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Pa. election 2023: Everything you need to know about requesting, filling out, and returning your mail ballot

  • By Elizabeth Estrada of Spotlight PA
Mail ballots are seen on Election Day 2020 in Northampton County.

 Matt Smith / For Spotlight PA

Mail ballots are seen on Election Day 2020 in Northampton County.

Spotlight PA is an independent, nonpartisan, and nonprofit newsroom producing investigative and public-service journalism that holds power to account and drives positive change in Pennsylvania.

Pennsylvania’s 2023 election will give voters the chance to pick a new slate of judges across several statewide courts.

On Nov. 7, voters will elect a new state Supreme Court justice, as well as new judges to sit on Commonwealth and Superior Courts. They will also decide whether two appellate judges on Superior Court should get another term.

Across the state, some residents will also vote in municipal races for offices like mayor and school board, and answer ballot questions.

While many voters will head to their local polling place on Election Day, others will opt to vote by mail instead. All registered voters in the commonwealth have been able to vote by mail since 2020.

The mail voting process can be confusing and has been made even more so by legal challenges, disinformation undermining public faith in elections, and efforts by many Republican lawmakers to prohibit its use.

Still, it’s important to know that all registered voters in Pennsylvania legally have the option to cast a ballot by mail if they choose to do so.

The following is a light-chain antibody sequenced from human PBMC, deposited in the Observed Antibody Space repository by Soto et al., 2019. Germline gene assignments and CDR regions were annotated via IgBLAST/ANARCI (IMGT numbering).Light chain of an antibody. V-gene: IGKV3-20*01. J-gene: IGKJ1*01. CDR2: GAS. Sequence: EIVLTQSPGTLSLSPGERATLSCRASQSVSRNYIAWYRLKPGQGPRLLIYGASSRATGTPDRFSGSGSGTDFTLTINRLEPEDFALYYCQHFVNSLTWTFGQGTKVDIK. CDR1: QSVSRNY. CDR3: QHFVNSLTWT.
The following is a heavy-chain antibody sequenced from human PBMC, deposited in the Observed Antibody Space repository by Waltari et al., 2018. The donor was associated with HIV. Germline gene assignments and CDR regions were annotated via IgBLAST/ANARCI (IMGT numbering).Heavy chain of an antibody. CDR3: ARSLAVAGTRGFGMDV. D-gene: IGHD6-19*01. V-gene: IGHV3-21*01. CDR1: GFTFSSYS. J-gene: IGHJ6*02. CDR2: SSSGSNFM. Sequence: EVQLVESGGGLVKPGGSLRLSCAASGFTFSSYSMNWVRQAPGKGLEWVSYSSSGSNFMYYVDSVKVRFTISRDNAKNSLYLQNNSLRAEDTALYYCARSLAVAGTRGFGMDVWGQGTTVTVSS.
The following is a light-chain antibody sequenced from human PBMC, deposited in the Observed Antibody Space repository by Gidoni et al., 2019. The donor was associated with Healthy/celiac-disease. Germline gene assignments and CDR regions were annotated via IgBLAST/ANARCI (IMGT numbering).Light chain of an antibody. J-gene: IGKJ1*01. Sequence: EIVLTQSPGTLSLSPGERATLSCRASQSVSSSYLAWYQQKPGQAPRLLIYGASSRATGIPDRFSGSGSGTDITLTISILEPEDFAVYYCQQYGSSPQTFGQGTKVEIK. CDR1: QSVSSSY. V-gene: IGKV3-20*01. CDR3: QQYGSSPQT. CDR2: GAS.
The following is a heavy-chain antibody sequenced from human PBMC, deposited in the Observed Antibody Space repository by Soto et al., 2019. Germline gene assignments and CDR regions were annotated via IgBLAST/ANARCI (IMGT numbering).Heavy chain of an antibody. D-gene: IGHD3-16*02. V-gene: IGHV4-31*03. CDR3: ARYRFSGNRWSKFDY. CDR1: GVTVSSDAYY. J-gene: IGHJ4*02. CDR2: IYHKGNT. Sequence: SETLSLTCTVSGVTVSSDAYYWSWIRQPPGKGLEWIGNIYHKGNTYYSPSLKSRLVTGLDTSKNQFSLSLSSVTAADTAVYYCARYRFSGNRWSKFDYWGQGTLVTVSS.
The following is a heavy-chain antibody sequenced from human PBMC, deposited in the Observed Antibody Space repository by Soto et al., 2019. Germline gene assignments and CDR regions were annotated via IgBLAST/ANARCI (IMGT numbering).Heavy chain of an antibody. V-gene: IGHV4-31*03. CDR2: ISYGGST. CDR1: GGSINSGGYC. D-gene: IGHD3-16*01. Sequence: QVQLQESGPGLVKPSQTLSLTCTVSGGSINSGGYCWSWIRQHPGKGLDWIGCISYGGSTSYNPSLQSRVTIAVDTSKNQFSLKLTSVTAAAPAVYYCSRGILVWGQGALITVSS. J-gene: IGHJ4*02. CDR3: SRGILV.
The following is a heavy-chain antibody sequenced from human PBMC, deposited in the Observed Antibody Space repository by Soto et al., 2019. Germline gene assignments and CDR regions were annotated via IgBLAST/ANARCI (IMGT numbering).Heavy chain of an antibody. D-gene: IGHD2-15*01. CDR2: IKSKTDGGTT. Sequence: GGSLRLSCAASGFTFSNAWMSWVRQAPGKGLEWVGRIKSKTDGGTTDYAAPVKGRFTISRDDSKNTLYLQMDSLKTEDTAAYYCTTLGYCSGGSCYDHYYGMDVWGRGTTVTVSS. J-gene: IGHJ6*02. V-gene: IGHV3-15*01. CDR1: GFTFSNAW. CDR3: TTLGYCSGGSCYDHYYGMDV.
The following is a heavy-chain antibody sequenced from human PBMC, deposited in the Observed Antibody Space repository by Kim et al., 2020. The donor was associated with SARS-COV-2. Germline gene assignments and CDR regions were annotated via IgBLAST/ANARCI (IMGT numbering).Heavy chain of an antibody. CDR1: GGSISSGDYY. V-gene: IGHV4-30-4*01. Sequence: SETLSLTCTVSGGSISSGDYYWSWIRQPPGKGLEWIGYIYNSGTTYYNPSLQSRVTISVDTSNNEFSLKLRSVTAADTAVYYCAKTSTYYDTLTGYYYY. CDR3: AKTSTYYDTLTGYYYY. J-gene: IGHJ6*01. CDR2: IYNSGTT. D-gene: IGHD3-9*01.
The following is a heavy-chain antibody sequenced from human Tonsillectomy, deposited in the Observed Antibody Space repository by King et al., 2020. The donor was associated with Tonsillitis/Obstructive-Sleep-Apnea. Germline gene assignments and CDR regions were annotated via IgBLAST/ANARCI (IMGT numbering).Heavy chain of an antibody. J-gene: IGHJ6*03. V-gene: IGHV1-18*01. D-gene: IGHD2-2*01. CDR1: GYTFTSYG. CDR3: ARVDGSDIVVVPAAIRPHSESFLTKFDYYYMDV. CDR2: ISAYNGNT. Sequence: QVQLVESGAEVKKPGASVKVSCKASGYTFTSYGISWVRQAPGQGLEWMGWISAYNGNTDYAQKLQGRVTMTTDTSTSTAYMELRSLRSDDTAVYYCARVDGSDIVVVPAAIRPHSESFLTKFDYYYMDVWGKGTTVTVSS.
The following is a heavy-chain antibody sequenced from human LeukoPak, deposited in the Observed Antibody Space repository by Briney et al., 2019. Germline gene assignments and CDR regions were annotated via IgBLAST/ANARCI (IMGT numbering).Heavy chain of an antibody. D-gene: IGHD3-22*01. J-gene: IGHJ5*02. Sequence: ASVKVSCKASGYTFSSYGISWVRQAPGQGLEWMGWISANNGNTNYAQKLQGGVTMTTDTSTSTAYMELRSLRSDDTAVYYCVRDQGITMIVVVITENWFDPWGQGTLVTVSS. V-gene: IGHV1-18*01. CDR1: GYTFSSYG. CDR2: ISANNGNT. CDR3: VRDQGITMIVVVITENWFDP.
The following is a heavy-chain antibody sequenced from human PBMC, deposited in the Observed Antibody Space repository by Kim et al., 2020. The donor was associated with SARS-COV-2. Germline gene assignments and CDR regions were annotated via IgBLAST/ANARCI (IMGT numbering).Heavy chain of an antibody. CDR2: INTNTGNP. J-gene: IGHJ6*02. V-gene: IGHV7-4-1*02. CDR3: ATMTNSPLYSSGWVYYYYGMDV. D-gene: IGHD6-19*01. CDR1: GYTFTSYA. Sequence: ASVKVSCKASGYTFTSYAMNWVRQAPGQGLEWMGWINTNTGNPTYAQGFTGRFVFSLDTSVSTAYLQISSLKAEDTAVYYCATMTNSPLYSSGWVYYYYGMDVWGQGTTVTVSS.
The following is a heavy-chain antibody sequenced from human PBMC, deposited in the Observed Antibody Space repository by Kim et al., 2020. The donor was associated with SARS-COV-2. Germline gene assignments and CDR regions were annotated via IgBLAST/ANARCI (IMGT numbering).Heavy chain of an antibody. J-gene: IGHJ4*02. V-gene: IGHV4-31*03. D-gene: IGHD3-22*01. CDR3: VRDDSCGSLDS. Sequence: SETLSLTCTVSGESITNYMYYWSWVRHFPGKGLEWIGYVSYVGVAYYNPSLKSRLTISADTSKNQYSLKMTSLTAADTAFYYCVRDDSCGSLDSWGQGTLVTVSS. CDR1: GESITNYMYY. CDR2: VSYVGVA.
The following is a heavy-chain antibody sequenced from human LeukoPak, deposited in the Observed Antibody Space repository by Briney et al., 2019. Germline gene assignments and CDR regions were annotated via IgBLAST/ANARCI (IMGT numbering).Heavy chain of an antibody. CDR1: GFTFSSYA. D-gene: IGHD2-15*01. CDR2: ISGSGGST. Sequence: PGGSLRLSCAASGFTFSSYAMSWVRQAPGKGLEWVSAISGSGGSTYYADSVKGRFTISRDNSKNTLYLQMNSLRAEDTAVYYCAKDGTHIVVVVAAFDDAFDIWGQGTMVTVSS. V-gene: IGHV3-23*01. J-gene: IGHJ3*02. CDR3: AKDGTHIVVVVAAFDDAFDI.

Here’s everything you need to know about voting by mail:

How do I request a mail ballot?

You can apply for a mail ballot online, in person at a county election office, or through the mail. Paper applications are also available for download in Spanish and Chinese, in addition to English. Applications must be received by your county election board by 5 p.m. Oct. 31.

If you’re not already registered to vote, you must do so by Oct. 23. Online voter registration applications must be submitted by 11:59 p.m that day. Mail and in-person applications must be received by the county board of elections by 5 p.m.

You must provide proper identification to apply for a mail ballot. Acceptable options include a Pennsylvania driver’s license or the last four digits of a Social Security number. The Pennsylvania Department of State lists the approved forms of identification online.

You can apply for a one-time mail ballot or request to be added to the annual mail ballot list, which means you’ll get an application each year. You must submit this application for every year you wish to vote by mail.

If you have an emergency and miss the deadline, you may still be able to request an emergency application for an absentee ballot.

How do I make sure my ballot is counted?

The best way to ensure your vote counts is to follow the instructions on your mail ballot, especially when it comes to correctly dating your ballot.

Each mail ballot comes with instructions that voters must read carefully.

  1. You must use blue or black ink to fill out your ballot.